Thousands of scientists in many disciplines of physical sciences such as geology, oceanography and planetary studies found the proposed existence of small comets as simply folly. Indeed it is fair to say that the only scientists to accept their existence were the three authors of the original two papers, research scientist John Craven who was in charge of the camera design, Sigwarth and myself. The criticism and emotional reactions began immediately with their publication. Noting that the publication date was April 1, 1986, reporters from newspapers, including the New York Times, quickly called to confirm that the content of the papers was simply an "April Fool's joke". The attitude of the scientific community was epitomized by the following consensus opinion:

"One has as much chance to see a small comet's shadow in Earth's atmosphere as to be able to show that a pig flies by seeing its shadow in moonlight."

This is a clever retort but one must give credit to the source of inspiration, a Weekly World News report from Jakarta, Indonesia reproduced in Figure 4 [below] of "Farmers shot up an entire herd of flying pigs as the migrating porkers flew over their rice paddies."

Fig 4. Newspaper article on flying pigs in Indonesia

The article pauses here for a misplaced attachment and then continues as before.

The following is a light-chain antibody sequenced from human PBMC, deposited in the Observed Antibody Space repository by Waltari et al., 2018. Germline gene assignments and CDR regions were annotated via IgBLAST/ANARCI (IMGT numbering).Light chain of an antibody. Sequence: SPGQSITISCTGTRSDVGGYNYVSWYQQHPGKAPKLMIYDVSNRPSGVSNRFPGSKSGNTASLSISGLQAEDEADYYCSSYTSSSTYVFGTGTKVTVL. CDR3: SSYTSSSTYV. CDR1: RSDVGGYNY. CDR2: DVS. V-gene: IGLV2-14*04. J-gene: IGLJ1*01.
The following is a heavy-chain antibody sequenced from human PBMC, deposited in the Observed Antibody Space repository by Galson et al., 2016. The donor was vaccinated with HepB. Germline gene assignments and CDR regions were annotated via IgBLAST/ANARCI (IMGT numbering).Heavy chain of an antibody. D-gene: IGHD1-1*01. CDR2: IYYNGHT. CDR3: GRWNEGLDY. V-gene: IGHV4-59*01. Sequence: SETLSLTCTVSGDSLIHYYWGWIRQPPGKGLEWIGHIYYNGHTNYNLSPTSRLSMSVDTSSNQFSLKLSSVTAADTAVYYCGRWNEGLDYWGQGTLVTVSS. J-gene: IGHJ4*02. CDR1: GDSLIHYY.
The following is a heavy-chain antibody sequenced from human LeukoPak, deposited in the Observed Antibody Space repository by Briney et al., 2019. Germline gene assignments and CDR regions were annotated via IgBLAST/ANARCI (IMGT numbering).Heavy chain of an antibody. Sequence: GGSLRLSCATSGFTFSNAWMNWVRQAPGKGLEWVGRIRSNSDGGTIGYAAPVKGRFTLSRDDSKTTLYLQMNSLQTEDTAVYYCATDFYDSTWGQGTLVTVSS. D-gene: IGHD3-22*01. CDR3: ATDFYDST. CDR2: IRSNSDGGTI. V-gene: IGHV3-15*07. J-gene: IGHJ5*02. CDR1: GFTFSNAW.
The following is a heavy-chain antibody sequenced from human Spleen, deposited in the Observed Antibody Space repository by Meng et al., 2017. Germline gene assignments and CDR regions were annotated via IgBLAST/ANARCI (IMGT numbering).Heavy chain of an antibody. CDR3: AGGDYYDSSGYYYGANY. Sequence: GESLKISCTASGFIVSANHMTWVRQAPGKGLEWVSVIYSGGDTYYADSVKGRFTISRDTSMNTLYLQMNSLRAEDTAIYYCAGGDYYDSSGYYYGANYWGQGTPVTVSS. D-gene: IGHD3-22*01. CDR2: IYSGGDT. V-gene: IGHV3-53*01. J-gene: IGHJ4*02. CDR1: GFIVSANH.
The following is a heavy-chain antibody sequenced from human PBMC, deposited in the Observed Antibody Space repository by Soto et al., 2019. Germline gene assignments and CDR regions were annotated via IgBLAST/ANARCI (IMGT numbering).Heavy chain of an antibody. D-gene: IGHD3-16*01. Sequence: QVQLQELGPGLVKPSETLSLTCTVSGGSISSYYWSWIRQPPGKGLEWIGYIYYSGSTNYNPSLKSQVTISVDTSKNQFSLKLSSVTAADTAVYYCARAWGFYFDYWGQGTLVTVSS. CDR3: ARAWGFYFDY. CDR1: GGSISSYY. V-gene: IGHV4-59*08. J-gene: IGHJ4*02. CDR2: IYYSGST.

In the face of a multitude of such criticisms it would have been advantageous to our professional careers if we could declare that the atmospheric holes were just due to camera noise in the images from the Dynamics Explorer spacecraft. But this was not possible for four major reasons. Firstly most of the holes moved from dusk to dawn across the dayside atmosphere. The camera would have no internal knowledge of such favoritism. Secondly and thirdly, the atmospheric holes favored the late morning hours and also became larger as the spacecraft moved to lower altitudes, respectively. Again the camera had no knowledge of what part of the atmosphere was being viewed or of the spacecraft position. And finally the frequency of atmospheric holes was correlated with the seasonal variations of meteors as viewed with a ground-based radar station. No retreat from the reality of atmospheric holes was possible.

The new cameras. Images from cameras on other spacecraft which could confirm the existence of atmospheric holes were not available until the launch of the Polar spacecraft on February 24, 1996. The reasons for this were several: the images must be taken in the special ultraviolet window, provide a view of a large section of the daylit atmosphere, and have sufficient resolution in order to detect an atmospheric hole. The intervening interval of 10 years since the report of images from Dynamics Explorer 1 was a period of relatively quiescent activity during which the scientific community became further convinced that the atmospheric holes in the images were simply due to camera noise. In this quiet atmosphere another set of auroral cameras was being constructed at the University of Iowa for the Polar spacecraft. The capabilities for the detection of atmospheric holes, and of the small comets, were also objectives of these cameras. These cameras were the most sophisticated scientific instruments ever built at the University of Iowa. If atmospheric holes and the small comets existed, the resolutions and capabilities of these cameras would leave no doubt.